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Potentially anyone can have a seizure. A seizure is an indication of a transient disturbance in normal brain activity. Approximately 1 out of every 10 people will experience a seizure at some point in their lifetime. Many people who experience a single seizure will never have another one. It is not always possible to determine why a seizure has occurred.


A seizure is a brief disruption in normal brain activity that interferes with brain function.

The brain is made up of billions of cells called neurons which communicate by sending electrical messages. Brain activity is a rhythmic process characterized by groups of neurons communicating with other groups of neurons. During a seizure, large groups of brain cells send messages simultaneously (known as “hypersynchrony”) which temporarily disrupts normal brain function in the regions where the seizure activity is occurring. Seizures can cause temporary changes or impairments in a wide range of functions. Any function that the brain has can potentially be affected by a seizure, such as behaviour, sensory perception (vision, hearing, taste, touch, smell), attention, movement, emotion, language function, posture, memory, alertness, and/or consciousness. Not all seizures are the same. Some seizures may only affect one or two discrete functions, other seizures affect a wide range of brain functions.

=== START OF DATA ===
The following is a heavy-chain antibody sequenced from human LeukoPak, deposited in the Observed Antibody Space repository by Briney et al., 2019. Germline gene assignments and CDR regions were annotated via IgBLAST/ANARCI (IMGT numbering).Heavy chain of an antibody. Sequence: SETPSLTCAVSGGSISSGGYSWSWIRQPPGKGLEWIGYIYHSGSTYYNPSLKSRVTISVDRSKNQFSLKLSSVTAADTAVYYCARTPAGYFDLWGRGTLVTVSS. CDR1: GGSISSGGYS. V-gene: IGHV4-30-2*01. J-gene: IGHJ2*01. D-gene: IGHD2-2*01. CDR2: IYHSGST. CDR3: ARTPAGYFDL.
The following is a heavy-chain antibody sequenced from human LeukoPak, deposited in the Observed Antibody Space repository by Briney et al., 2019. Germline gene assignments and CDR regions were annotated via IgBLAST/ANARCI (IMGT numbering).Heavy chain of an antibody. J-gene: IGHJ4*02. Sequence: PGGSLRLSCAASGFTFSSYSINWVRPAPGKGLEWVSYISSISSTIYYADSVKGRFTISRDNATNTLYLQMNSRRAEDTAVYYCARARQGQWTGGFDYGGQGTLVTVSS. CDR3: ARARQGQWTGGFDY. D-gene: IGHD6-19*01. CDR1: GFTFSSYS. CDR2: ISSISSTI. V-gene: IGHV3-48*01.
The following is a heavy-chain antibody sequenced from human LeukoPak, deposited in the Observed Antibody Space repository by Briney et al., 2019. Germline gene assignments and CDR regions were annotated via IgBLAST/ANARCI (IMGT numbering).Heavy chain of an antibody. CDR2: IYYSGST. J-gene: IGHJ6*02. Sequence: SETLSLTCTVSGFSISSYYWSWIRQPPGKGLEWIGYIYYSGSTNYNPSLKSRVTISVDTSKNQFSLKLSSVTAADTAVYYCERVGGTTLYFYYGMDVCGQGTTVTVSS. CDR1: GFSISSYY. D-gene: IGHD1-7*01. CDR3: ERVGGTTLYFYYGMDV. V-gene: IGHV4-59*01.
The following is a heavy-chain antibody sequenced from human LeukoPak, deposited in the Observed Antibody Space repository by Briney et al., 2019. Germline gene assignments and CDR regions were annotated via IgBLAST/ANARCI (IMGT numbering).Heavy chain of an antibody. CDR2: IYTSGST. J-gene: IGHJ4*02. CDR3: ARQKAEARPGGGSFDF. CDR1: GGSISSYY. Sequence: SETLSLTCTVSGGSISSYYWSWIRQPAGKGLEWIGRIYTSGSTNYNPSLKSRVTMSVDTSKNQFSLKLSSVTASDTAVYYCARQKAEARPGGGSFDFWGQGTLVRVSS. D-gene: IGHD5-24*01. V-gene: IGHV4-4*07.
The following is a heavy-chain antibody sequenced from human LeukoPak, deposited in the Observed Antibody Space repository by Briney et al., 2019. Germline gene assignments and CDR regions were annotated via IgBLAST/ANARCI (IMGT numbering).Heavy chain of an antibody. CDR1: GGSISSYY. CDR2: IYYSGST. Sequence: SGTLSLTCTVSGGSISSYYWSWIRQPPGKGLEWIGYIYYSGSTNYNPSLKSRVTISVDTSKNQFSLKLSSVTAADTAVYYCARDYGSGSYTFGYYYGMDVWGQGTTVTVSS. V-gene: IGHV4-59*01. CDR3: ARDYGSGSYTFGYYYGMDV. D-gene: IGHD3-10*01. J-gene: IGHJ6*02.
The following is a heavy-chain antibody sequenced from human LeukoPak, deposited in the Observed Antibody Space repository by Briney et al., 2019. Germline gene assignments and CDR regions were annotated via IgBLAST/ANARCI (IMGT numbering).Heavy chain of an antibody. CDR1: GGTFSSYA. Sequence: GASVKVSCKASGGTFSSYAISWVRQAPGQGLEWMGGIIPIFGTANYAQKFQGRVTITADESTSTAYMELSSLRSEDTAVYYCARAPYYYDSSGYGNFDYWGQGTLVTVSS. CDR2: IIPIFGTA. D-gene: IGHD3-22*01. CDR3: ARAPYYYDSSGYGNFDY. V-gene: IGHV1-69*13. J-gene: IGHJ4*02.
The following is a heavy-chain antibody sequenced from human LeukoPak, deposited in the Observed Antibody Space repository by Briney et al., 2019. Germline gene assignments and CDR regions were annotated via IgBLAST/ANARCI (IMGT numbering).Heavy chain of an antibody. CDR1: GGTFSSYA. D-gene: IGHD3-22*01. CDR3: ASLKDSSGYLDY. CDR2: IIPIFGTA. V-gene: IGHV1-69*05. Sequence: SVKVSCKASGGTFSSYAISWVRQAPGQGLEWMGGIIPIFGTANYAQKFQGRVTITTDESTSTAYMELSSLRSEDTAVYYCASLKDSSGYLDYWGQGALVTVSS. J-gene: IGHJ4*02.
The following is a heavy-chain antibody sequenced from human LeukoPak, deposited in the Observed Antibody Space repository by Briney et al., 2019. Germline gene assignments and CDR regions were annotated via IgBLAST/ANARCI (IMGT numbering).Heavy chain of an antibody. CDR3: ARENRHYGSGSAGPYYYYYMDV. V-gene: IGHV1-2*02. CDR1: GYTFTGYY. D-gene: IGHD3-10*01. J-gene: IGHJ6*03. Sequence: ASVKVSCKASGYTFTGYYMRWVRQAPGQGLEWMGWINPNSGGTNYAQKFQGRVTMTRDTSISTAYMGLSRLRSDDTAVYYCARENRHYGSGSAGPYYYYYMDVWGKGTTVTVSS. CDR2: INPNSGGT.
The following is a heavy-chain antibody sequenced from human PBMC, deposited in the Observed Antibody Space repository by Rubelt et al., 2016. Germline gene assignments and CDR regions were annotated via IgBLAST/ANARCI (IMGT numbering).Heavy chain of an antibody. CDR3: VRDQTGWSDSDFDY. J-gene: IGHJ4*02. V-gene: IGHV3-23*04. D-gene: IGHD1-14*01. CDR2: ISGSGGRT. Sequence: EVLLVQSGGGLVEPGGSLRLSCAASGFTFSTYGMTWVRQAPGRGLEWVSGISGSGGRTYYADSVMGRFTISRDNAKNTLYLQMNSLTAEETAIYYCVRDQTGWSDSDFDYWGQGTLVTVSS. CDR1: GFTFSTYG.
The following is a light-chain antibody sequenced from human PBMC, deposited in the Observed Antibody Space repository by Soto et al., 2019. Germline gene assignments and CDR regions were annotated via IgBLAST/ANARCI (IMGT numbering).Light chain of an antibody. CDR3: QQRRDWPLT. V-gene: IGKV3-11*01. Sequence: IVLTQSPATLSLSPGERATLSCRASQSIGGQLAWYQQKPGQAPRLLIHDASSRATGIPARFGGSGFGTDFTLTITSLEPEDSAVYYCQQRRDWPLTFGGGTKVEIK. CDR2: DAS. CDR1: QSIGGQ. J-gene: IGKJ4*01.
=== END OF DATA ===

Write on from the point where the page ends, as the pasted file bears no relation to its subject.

Most people associate a seizure with a loss of consciousness and rhythmic jerking movements. Some seizures do cause convulsive body movements and a loss of consciousness, but not all. There are many different kinds of seizures. A temporary uncontrollable twitching of a body part could be due to a seizure. A sudden, brief  change in feeling or a strange sensation could be due to a seizure.

Most seizures are brief events that last from several seconds to a couple of minutes and normal brain function will return after the seizure ends. Recovery time following a seizure will vary. Sometimes recovery is immediate as soon as the seizure is over. Other types of seizures are associated with an initial period of confusion afterwards. Following some types of seizures there may be a more prolonged period of fatigue and/or mood changes.


Epilepsy is a common brain disorder characterized by recurrent seizures. Approximately 1 in 100 Canadians have epilepsy. The highest number of new cases are in seniors and young children, but epilepsy can begin at any age.

A health care professional may consider epilepsy as a possible diagnosis when a person has had two or more seizures. A medical diagnosis of epilepsy is based on multiple pieces of information: the description of the episodes; the person’s medical and family history; and the results of diagnostic tests. Fortunately, epilepsy is a treatable condition. Many people with epilepsy (two out of three) will achieve good seizure control with medication. When medication is not effective in preventing seizures there are other treatment options available.